Protests against gender-based violence must be heard
An estimated 87,000 women are murdered worldwide every year, more than half by someone they know, according to UN figures. Yet too often perpetrators of gender-based violence get away with their crimes. For example, in the US less than 1 per cent of rapists have been convicted in the past 20 years.
From Johannesburg to Ramallah, from Mexico City to Baghdad, women are taking to the streets to say enough is enough. Their voices can no longer be ignored.
The situation has become so critical in South Africa, where a woman is killed every three hours, that on Friday president Cyril Ramaphosa announced he was cancelling his visit to the United Nations General Assembly annual meeting next week to deal with the crisis.
Protests have filled the streets of cities such as Pretoria and Johannesburg this month, with women demanding government action so they can feel safe.
Mr Ramaphosa has promised harsher penalties and new courts to deal with sex offenders, vowing to review laws to “prioritise the needs and interests of survivors”.
He is also considering publishing a public register of offenders. These are important steps to curb gender-based violence but more could still be done.
In South Africa, the protests were triggered by the killing of Uyinene Mrwetyana, a 19-year-old student who was attacked and murdered last month by a post office employee while delivering a parcel. Just one in a series of attacks on women, it prompted the hashtag AmINext, a reminder of the fear which has become part of the fabric of everyday life.
But gender-based violence is not South Africa’s problem alone. According to UN figures, 35 per cent of women worldwide have experienced either physical or sexual violence in their lifetime.
Too often, crimes against women around the world either go unreported or the offenders are treated with undue leniency. Some victims do not know their attackers. For others, the greatest threat is in their own homes.
An estimated 50 countries, among them Iraq, have yet to criminalise domestic violence. This week, Iraqi women demonstrated against parliament’s lack of action in passing a draft bill on domestic abuse, thanks to intervention from religious leaders, which has meant it has been stuck in limbo for eight years.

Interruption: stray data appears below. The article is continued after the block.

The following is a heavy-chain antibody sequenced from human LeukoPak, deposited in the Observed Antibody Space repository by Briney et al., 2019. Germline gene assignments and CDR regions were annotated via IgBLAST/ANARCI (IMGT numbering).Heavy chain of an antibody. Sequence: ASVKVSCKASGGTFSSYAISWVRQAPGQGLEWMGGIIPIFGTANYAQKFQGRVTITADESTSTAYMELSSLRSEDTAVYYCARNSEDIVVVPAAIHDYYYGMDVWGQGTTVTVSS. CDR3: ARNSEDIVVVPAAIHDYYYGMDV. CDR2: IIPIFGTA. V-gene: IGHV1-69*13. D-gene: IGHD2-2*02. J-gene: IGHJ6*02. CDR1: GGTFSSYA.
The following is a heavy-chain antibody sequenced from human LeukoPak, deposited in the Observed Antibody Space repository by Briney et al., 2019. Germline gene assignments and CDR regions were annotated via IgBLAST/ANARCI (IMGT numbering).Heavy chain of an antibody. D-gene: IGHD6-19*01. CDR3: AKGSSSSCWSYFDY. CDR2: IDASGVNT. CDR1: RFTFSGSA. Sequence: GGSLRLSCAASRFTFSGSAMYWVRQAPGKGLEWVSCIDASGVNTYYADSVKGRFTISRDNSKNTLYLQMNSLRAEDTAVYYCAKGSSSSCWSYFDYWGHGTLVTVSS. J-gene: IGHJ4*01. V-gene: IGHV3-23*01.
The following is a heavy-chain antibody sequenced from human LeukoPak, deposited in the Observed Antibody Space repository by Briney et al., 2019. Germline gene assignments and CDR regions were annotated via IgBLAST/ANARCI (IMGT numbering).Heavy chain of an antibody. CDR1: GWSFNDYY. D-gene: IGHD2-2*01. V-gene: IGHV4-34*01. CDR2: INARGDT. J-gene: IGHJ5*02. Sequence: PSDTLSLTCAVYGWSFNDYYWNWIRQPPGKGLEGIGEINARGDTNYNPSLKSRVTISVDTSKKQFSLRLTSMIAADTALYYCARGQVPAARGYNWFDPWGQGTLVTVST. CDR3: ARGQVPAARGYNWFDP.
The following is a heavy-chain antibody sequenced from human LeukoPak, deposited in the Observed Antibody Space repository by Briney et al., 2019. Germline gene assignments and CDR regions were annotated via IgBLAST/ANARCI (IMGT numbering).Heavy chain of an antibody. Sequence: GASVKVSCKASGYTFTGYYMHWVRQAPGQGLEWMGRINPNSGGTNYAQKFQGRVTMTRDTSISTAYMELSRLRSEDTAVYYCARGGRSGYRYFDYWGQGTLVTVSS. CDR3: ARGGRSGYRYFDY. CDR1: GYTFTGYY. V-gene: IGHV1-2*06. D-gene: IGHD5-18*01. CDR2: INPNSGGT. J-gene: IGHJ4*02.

Then there are the wrongly termed "honour killings", usually committed by close family members. Last month 21-year-old Palestinian Israa Ghrayeb was beaten to death, allegedly by her relatives, for posting pictures they disapproved of, sparking mass protests across the West Bank where she lived. Yet judges can drastically reduce sentences in honour crimes when there are “extenuating circumstances” and a 2004 law that would offer better protection has still to be passed, 15 years on. There is no honour in these crimes.
Neighbouring Arab countries have proven that change is possible. Lebanon instigated its first law against domestic abuse in 2014, followed two years later by Jordan scrapping legislation that allowed rapists to evade justice if they married their victims.
Global movements such as MeToo and Time’sUp have shown that the need for protection of women from harassment and assault is not restricted to one region.
They shed light on the pervasiveness of gender-based violence, even in the heart of Hollywood.
On the other side of the world, two out of every five women in Australia said they had been sexually harassed in the workplace, despite laws in place to prevent such victimisation. Clearly, legislation is not enough to eradicate violence against women. A cultural and societal shift is needed too.
Change cannot come soon enough. Societies in which women can live and exist free of fear are better for everyone. Laws need to be introduced to protect them but of equal importance are protections provided by families and communities.
Updated: September 17, 2019 08:26 PM